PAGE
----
The recently passed $2 trillion relief bill (CARES Act) contains not only provisions related to stimulus payments and small business relief, but also includes several provisions related to owners of IRA accounts. Below are a couple of those provisions which might be of interest to clients who are already retired as well as those approaching retirement.
Required Minimum Distributions suspended for 2020
Due to provisions in the CARES Act, minimum distributions that would have been required in 2020 have been suspended. This means that if you are over 72 years old or already subject to RMD requirements (turned 70 ½ before 2020) there is not a distribution required from your IRA for this year.
This may come as a relief to many IRA account holders as required distributions are based on the ending value of the IRA account on December 31 of the previous year. As it stands today, those values for 2019 are likely materially higher than the market value of accounts today due to the COVID-19 crisis. Thus without the suspension of required distributions IRA owners could be forced to take relatively larger distributions from accounts after market values have declined significantly. With the requirement removed, distributions for 2020 can be based on client’s cash needs rather than satisfying IRS requirements.
2020 Required Minimum Distributions already taken
The changes to distribution requirements begs the question, what does this mean for IRA owners who have already taken their required minimum distribution for 2020? Unfortunately, at this point the relief legislation does not include any specific provisions for rolling distributions back into IRA accounts if already taken to satisfy IRS requirements. While the IRS or future legislation may provide further guidance on this issue, for the moment distribution already taken can only be rolled back into the IRA account if 2 conditions are satisfied.
First, as required minimum distributions are suspended the funds distributed could be redeposited to an IRA account so long as the funds are put back within 60 days of the original distribution. Please note that this could preclude clients from rolling back their distributions if the funds were distributed early in the year (more than 60 days ago).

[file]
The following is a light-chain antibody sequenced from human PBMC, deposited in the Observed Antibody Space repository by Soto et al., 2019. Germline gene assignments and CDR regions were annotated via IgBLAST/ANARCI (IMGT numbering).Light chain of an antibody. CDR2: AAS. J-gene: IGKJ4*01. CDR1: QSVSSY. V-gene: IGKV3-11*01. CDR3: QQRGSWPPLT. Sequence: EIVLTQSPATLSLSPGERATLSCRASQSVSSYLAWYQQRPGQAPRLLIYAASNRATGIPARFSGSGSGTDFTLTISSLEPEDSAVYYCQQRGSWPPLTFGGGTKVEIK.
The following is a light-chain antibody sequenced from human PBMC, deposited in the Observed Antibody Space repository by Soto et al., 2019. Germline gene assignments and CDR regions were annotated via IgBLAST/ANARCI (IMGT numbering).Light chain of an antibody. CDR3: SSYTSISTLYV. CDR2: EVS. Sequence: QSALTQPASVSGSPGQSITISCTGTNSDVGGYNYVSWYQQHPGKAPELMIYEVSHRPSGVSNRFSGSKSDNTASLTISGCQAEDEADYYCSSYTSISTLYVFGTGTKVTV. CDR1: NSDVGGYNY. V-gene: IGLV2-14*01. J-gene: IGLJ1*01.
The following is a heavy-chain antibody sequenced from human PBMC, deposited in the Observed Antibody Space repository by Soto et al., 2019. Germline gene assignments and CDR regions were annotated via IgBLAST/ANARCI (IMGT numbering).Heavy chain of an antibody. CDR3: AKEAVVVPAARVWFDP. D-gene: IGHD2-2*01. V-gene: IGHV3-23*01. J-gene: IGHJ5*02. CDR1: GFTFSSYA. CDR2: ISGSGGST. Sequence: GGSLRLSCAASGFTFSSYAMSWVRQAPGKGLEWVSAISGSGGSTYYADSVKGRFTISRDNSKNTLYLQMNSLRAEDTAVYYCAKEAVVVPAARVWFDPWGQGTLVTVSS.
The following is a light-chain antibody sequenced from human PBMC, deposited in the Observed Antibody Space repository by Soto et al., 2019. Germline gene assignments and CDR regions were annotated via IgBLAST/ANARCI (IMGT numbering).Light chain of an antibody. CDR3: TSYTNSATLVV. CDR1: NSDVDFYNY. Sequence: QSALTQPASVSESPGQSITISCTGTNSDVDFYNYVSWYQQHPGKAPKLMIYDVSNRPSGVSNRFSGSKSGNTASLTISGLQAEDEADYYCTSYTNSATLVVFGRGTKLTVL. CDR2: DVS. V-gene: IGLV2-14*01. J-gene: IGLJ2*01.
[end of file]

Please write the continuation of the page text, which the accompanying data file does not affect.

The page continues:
Second, there is an IRS rule that limits direct rollovers (i.e. redepositing distributed funds) to once per year. It should be noted that this rule is based on a rolling 365 day timeline, not a calendar year. For example if an IRA owner had completed a direct rollover on April 1, 2019 they would not be eligible for another direct rollover until April 2, 2020.
Deadline for making 2019 IRA contributions extended
The last day for filing 2019 tax returns has been extended to July 15 from the usual April 15 deadline as part of the recently enacted CARES Act. As such, the deadline for making contributions to your IRA account for the 2019 tax year has also been extended from April 15 to July 15. Contribution limits have not been altered by the recent legislation, remaining at $6,000 for individuals under age 50 ($7,000 for those 50 or older) so long as one has taxable income at least equal to the amount contributed.
In addition, the extended deadline applies to 2019 Health Savings Account (HSA) and Coverdell Education Savings Account (ESA) contributions.
The CARES Act of 2020 has several provisions relating to owners of IRA and Roth IRA accounts. The extension of contribution deadlines and the suspension of required minimum distributions are two major changes affecting retirement accounts this year. If you have any questions on these changes or other items relating to your investment accounts please contact us at 831-429-6513.